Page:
We planned our trip a long time ago. It was to coincide with my birthday, so it was easy enough to plan, as birthdays tend to fall on the same day every year. Different to swells however, as they tend to fall on whenever they feel like it, and planning a trip around a swell is nigh on impossible. Anyway, this isn’t about planning a trip to coincide with a swell, this is about missing a swell. A good one.
What’s next now that Amazon has narrowed the list of contenders vying to entice the online retail giant to build its second headquarters in their city? Ryan Combs, executive director of the Research Triangle Regional Partnership, which submitted seven proposed sites, said Friday that Amazon hasn’t spelled out what else it needs to keep the region in contention for the $5 billion project. “We anticipate hearing back in the near future,” Combs said.
It’s so hard to tell if the interview with Renato Hickel is sanctioned by the WSL or not. It seems a little bit out of place, that an organization with such an extensive and highly skilled marketing team and a deep pool of skilled Public Relations experts would leave it up to him to break such intense news to the public. But there it is. Pay per view is possibly coming, in a sort of tiered format, Trestles is going to be a 10,000 and Cloudbreak is going to return, among other things.
Muck Rack makes it simple to find people, tweets, or articles that mention any name, keyword, company, hashtag etc. We've compiled this guide to help you make the most of your search.
Selecting a term
Start searching tweets, articles from media outlets, articles mentioned in tweets, journalists'
names, titles and bios with some suggested searches:
Companies or Topics (e.g. iPhone, Microsoft)
Phrases (e.g. "cloud computing") — use quotes to keep the terms together
Twitter handles (e.g. @username) — returns those who have mentioned or replied to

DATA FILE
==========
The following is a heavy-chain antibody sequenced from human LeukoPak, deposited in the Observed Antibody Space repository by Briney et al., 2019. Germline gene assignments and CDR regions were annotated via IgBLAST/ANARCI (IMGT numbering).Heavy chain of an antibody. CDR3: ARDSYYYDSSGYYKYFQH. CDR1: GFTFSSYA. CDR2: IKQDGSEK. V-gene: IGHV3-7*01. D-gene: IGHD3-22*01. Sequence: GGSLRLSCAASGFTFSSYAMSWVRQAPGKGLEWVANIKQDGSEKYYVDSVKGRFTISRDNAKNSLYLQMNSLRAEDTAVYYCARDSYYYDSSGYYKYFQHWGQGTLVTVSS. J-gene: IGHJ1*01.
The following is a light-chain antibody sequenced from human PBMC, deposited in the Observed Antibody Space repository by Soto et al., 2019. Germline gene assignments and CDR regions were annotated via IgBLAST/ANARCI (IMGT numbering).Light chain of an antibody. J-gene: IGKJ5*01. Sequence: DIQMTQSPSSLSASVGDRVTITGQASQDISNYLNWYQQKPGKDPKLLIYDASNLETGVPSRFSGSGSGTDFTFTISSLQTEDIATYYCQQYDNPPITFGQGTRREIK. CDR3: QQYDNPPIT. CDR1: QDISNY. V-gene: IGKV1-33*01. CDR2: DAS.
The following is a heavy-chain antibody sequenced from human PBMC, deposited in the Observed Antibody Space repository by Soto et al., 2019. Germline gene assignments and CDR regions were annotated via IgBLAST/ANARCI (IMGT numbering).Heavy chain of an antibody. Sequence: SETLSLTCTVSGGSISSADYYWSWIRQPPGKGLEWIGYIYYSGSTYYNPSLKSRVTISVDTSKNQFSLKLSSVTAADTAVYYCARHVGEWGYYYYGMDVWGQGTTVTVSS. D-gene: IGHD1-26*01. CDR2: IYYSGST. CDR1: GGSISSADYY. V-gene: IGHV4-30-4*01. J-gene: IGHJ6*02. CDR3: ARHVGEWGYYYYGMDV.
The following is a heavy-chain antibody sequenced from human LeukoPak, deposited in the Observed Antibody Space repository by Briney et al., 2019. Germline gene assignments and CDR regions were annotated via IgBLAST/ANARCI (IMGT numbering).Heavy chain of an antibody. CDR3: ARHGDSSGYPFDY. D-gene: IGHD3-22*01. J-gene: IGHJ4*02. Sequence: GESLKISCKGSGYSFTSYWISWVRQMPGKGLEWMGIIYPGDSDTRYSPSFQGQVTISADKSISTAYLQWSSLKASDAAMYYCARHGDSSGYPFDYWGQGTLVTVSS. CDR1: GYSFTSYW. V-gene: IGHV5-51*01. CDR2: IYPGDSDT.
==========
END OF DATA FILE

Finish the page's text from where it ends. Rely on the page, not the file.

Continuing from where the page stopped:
Names (e.g. "David Pogue")
Hashtags (e.g. #sxsw, #london2012)
Bio details (e.g. vegan, Olympics, father)
Muck Rack's Advanced Search allows for many boolean operators.
Find results that mention multiple specified terms, use AND or
+. For example, ensure each result contains both Elon Musk and Mark Zuckerberg by
searching Musk AND Zuckerberg or Musk + Zuckerberg.
Use the operators OR or , to broaden your search when you'd like either of
multiple terms to appear in results. (This is the default behavior of our search when no operators
are used). For example, results will contain either cake or cookie by searching cake OR cookie or cake,cookie
Use NOT or - to subtract results from your search. For
example, searching Disney will yield results about the Walt Disney Company as well as Walt Disney
World Resort. To exclude mentions of Disney World, search for Disney -World or Disney
When using one of these operators with a phrase, enclose it in quotation marks. For example, you can
find results about smartphones excluding Apple's iPhone 4S by searching smartphone -"iPhone
Exact case matching or punctuation
If you're searching for a brand name or keyword that relies on specific punctuation marks or capitalization, you can
find results that match your exact query by adding matchcase: before the keyword you're searching for, like matchcase:E*TRADE .
Use parentheses to separate multiple
boolean phrases. For example, to find journalists talking about having fun in Disney World or
Disneyland, search for ("disney world" OR disneyland) AND fun.
An asterisk can be used to search for any variation of a root word truncated by the asterisk. For example, searching for admin* will return results for administrator, administration, administer, administered, etc.
A near operator is an AND operator where you can control the distance between the words. You can vary the distance the near operation uses by adding a forward slash and number (between 0-99) such as strawberries NEAR/10 "whipped cream", which means the strawberries must exist within 10 words of "whipped cream".